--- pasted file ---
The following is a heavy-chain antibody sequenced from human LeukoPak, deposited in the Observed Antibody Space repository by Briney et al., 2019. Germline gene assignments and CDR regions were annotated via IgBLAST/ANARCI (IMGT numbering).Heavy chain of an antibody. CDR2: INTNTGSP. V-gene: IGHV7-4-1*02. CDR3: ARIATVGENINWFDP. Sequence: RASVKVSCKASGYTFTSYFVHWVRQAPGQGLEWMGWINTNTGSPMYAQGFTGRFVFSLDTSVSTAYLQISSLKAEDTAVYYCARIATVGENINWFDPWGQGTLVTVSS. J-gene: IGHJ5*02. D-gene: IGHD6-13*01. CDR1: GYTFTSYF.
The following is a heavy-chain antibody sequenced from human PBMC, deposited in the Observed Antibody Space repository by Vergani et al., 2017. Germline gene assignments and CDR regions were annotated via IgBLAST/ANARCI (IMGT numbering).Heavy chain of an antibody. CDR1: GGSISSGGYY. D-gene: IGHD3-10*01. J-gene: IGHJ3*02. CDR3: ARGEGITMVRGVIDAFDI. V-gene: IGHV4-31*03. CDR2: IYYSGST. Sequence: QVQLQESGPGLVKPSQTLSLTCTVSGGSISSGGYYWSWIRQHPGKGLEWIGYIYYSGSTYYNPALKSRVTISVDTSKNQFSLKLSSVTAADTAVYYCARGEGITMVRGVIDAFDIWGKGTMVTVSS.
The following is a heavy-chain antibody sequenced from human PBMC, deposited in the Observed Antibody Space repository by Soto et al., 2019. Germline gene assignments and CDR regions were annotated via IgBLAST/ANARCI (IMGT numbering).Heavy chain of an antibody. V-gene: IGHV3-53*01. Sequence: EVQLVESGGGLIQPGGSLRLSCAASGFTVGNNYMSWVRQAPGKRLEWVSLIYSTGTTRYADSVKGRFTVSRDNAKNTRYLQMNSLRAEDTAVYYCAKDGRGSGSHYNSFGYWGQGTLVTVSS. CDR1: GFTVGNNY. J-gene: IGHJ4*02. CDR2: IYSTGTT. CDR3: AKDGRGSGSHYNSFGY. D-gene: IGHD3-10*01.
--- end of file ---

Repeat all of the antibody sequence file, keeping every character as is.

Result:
The following is a heavy-chain antibody sequenced from human LeukoPak, deposited in the Observed Antibody Space repository by Briney et al., 2019. Germline gene assignments and CDR regions were annotated via IgBLAST/ANARCI (IMGT numbering).Heavy chain of an antibody. CDR2: INTNTGSP. V-gene: IGHV7-4-1*02. CDR3: ARIATVGENINWFDP. Sequence: RASVKVSCKASGYTFTSYFVHWVRQAPGQGLEWMGWINTNTGSPMYAQGFTGRFVFSLDTSVSTAYLQISSLKAEDTAVYYCARIATVGENINWFDPWGQGTLVTVSS. J-gene: IGHJ5*02. D-gene: IGHD6-13*01. CDR1: GYTFTSYF.
The following is a heavy-chain antibody sequenced from human PBMC, deposited in the Observed Antibody Space repository by Vergani et al., 2017. Germline gene assignments and CDR regions were annotated via IgBLAST/ANARCI (IMGT numbering).Heavy chain of an antibody. CDR1: GGSISSGGYY. D-gene: IGHD3-10*01. J-gene: IGHJ3*02. CDR3: ARGEGITMVRGVIDAFDI. V-gene: IGHV4-31*03. CDR2: IYYSGST. Sequence: QVQLQESGPGLVKPSQTLSLTCTVSGGSISSGGYYWSWIRQHPGKGLEWIGYIYYSGSTYYNPALKSRVTISVDTSKNQFSLKLSSVTAADTAVYYCARGEGITMVRGVIDAFDIWGKGTMVTVSS.
The following is a heavy-chain antibody sequenced from human PBMC, deposited in the Observed Antibody Space repository by Soto et al., 2019. Germline gene assignments and CDR regions were annotated via IgBLAST/ANARCI (IMGT numbering).Heavy chain of an antibody. V-gene: IGHV3-53*01. Sequence: EVQLVESGGGLIQPGGSLRLSCAASGFTVGNNYMSWVRQAPGKRLEWVSLIYSTGTTRYADSVKGRFTVSRDNAKNTRYLQMNSLRAEDTAVYYCAKDGRGSGSHYNSFGYWGQGTLVTVSS. CDR1: GFTVGNNY. J-gene: IGHJ4*02. CDR2: IYSTGTT. CDR3: AKDGRGSGSHYNSFGY. D-gene: IGHD3-10*01.